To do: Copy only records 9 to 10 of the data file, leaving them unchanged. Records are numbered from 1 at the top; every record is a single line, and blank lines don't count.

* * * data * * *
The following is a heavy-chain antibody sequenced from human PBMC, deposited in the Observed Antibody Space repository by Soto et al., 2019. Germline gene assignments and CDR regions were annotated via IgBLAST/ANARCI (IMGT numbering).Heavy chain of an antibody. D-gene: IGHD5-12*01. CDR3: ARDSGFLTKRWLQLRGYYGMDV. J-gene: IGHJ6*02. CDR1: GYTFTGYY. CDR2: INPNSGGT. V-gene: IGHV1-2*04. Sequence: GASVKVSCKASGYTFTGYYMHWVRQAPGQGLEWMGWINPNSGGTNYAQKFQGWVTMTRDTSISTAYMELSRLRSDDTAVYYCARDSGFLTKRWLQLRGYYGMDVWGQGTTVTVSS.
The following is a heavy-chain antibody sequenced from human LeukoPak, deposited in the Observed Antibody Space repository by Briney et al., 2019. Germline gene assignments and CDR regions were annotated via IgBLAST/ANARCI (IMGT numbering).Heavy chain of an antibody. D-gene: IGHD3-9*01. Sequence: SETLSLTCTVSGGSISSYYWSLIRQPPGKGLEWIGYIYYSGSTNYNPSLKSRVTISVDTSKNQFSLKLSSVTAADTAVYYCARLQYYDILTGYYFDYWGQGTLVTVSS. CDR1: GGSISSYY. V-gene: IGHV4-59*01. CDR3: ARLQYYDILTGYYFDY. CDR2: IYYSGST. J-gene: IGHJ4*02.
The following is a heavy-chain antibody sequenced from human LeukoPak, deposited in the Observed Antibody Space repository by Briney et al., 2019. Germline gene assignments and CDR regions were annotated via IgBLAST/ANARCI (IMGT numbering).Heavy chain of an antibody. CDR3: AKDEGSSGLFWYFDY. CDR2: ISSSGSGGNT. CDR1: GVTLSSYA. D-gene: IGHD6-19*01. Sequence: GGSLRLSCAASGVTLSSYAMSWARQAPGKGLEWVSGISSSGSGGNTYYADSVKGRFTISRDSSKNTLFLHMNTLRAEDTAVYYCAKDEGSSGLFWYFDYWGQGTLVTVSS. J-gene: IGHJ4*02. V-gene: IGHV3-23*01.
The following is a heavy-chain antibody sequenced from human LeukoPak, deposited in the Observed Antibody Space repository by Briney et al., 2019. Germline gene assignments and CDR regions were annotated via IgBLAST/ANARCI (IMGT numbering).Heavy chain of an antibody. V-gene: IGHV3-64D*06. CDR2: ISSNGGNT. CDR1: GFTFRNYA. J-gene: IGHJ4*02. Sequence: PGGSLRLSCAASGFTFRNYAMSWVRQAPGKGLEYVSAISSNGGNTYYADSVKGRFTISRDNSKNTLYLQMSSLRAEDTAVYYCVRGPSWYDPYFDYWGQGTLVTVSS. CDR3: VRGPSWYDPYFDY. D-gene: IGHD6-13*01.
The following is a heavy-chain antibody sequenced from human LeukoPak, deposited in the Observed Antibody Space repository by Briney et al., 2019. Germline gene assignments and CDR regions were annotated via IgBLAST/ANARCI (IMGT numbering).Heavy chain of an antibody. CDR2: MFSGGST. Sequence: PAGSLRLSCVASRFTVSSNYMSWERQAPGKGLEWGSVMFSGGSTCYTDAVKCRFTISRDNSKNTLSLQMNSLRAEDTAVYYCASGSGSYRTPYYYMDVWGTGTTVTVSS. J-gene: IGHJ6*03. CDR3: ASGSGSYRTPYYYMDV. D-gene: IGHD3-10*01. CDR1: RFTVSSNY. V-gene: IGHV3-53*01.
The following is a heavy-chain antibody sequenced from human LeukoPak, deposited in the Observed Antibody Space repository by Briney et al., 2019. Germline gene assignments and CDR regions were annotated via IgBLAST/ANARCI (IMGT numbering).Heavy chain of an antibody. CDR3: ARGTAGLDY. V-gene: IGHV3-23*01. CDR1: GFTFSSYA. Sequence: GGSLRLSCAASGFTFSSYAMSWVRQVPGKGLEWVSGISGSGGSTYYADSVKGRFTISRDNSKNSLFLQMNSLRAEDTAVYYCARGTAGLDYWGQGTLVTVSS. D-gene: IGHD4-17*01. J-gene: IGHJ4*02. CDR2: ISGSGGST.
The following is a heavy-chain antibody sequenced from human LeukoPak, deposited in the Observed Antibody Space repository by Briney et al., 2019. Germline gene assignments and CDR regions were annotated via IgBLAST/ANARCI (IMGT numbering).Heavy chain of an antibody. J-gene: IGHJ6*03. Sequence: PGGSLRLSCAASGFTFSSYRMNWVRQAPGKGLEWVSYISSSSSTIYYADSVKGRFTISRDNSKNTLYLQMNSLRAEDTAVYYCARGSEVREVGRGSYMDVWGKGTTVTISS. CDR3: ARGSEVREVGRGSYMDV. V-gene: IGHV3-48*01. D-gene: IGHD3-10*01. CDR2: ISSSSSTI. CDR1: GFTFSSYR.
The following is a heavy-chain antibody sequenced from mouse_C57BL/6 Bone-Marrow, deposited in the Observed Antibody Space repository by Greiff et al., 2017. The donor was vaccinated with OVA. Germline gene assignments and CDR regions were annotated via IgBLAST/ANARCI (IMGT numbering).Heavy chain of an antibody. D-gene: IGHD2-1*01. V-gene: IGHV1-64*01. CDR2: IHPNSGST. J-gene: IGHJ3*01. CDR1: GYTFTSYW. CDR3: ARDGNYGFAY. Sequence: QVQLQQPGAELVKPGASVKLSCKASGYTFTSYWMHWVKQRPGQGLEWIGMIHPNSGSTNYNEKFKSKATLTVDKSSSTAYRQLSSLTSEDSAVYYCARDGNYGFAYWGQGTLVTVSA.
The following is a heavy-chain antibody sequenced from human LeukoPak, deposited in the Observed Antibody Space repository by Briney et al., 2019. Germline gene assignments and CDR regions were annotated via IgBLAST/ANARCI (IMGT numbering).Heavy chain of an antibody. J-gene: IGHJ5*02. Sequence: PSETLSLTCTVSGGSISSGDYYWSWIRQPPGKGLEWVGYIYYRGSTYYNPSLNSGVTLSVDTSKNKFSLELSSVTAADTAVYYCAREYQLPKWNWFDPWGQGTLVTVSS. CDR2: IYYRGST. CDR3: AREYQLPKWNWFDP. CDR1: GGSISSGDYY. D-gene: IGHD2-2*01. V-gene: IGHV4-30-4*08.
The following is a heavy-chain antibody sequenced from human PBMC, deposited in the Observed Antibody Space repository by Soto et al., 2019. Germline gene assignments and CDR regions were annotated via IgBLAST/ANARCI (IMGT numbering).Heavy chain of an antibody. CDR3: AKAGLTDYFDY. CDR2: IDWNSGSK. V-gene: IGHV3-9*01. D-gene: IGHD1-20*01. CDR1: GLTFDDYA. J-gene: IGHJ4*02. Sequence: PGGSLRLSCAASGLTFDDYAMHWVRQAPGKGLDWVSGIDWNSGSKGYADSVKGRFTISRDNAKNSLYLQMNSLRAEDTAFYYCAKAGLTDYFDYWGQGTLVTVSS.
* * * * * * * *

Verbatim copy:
The following is a heavy-chain antibody sequenced from human LeukoPak, deposited in the Observed Antibody Space repository by Briney et al., 2019. Germline gene assignments and CDR regions were annotated via IgBLAST/ANARCI (IMGT numbering).Heavy chain of an antibody. J-gene: IGHJ5*02. Sequence: PSETLSLTCTVSGGSISSGDYYWSWIRQPPGKGLEWVGYIYYRGSTYYNPSLNSGVTLSVDTSKNKFSLELSSVTAADTAVYYCAREYQLPKWNWFDPWGQGTLVTVSS. CDR2: IYYRGST. CDR3: AREYQLPKWNWFDP. CDR1: GGSISSGDYY. D-gene: IGHD2-2*01. V-gene: IGHV4-30-4*08.
The following is a heavy-chain antibody sequenced from human PBMC, deposited in the Observed Antibody Space repository by Soto et al., 2019. Germline gene assignments and CDR regions were annotated via IgBLAST/ANARCI (IMGT numbering).Heavy chain of an antibody. CDR3: AKAGLTDYFDY. CDR2: IDWNSGSK. V-gene: IGHV3-9*01. D-gene: IGHD1-20*01. CDR1: GLTFDDYA. J-gene: IGHJ4*02. Sequence: PGGSLRLSCAASGLTFDDYAMHWVRQAPGKGLDWVSGIDWNSGSKGYADSVKGRFTISRDNAKNSLYLQMNSLRAEDTAFYYCAKAGLTDYFDYWGQGTLVTVSS.